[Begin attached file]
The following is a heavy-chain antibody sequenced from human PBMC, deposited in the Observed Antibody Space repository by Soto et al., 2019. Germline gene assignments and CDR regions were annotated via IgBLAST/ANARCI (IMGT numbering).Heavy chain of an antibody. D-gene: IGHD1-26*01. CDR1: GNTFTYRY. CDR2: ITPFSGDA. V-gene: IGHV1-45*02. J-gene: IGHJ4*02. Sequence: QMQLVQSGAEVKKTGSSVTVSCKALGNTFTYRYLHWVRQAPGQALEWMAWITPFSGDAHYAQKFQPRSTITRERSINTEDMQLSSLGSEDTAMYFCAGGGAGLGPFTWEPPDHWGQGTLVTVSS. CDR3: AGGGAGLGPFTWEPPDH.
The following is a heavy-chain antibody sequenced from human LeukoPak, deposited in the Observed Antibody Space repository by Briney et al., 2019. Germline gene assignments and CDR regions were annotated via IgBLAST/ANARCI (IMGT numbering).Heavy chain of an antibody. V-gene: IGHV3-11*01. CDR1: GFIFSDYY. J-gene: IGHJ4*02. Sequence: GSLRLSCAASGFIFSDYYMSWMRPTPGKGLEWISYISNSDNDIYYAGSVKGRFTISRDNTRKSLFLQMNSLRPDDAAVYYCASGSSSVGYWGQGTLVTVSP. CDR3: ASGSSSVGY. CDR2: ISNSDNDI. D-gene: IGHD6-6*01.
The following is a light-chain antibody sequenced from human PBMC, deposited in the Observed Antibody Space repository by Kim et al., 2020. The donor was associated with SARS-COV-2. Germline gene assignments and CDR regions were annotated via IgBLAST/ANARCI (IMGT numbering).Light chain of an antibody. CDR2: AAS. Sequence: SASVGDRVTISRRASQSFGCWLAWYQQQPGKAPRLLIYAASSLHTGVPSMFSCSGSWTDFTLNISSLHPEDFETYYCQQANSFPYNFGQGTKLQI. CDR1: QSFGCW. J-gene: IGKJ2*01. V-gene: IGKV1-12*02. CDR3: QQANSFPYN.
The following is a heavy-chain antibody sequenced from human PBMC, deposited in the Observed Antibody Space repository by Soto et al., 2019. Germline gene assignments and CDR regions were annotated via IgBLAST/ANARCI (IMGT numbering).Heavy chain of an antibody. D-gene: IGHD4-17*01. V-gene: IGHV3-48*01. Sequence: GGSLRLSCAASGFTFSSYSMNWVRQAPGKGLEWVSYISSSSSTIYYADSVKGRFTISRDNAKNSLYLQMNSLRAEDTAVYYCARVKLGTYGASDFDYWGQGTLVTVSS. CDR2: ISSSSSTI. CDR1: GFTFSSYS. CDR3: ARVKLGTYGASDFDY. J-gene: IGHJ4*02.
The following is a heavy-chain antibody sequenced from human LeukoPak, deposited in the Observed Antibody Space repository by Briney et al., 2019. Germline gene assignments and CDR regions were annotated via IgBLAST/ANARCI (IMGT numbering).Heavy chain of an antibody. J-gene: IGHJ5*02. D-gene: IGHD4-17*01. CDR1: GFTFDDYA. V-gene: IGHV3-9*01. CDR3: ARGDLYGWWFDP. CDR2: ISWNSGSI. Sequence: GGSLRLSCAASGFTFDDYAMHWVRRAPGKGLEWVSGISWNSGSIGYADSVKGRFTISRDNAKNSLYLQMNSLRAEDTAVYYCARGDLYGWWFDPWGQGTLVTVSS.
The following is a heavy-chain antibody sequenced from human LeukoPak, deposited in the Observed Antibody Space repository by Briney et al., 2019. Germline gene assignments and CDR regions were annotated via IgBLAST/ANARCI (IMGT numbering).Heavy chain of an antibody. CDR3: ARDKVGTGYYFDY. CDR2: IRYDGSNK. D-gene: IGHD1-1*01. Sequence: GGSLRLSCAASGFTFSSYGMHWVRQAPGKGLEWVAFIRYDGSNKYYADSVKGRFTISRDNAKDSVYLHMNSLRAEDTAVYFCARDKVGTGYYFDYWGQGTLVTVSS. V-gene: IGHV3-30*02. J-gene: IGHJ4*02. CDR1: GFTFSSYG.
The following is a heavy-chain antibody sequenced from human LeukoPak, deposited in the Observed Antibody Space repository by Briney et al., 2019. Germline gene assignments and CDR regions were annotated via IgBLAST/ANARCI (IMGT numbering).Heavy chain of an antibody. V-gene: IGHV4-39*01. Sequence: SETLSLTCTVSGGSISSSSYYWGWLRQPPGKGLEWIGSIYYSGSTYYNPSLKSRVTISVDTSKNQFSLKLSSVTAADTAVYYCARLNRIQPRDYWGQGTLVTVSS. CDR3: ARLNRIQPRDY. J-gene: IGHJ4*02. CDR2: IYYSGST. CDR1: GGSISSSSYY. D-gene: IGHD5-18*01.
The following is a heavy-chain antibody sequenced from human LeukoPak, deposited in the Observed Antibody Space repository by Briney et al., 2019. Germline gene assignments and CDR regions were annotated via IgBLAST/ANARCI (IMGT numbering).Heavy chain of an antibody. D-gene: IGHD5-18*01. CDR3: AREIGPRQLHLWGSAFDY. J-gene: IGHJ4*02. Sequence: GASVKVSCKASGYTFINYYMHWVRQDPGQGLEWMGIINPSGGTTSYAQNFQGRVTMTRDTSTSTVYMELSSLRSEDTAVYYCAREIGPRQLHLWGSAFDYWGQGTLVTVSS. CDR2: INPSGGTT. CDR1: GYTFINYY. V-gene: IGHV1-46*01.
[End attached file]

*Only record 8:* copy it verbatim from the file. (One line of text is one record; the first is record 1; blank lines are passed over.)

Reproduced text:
The following is a heavy-chain antibody sequenced from human LeukoPak, deposited in the Observed Antibody Space repository by Briney et al., 2019. Germline gene assignments and CDR regions were annotated via IgBLAST/ANARCI (IMGT numbering).Heavy chain of an antibody. D-gene: IGHD5-18*01. CDR3: AREIGPRQLHLWGSAFDY. J-gene: IGHJ4*02. Sequence: GASVKVSCKASGYTFINYYMHWVRQDPGQGLEWMGIINPSGGTTSYAQNFQGRVTMTRDTSTSTVYMELSSLRSEDTAVYYCAREIGPRQLHLWGSAFDYWGQGTLVTVSS. CDR2: INPSGGTT. CDR1: GYTFINYY. V-gene: IGHV1-46*01.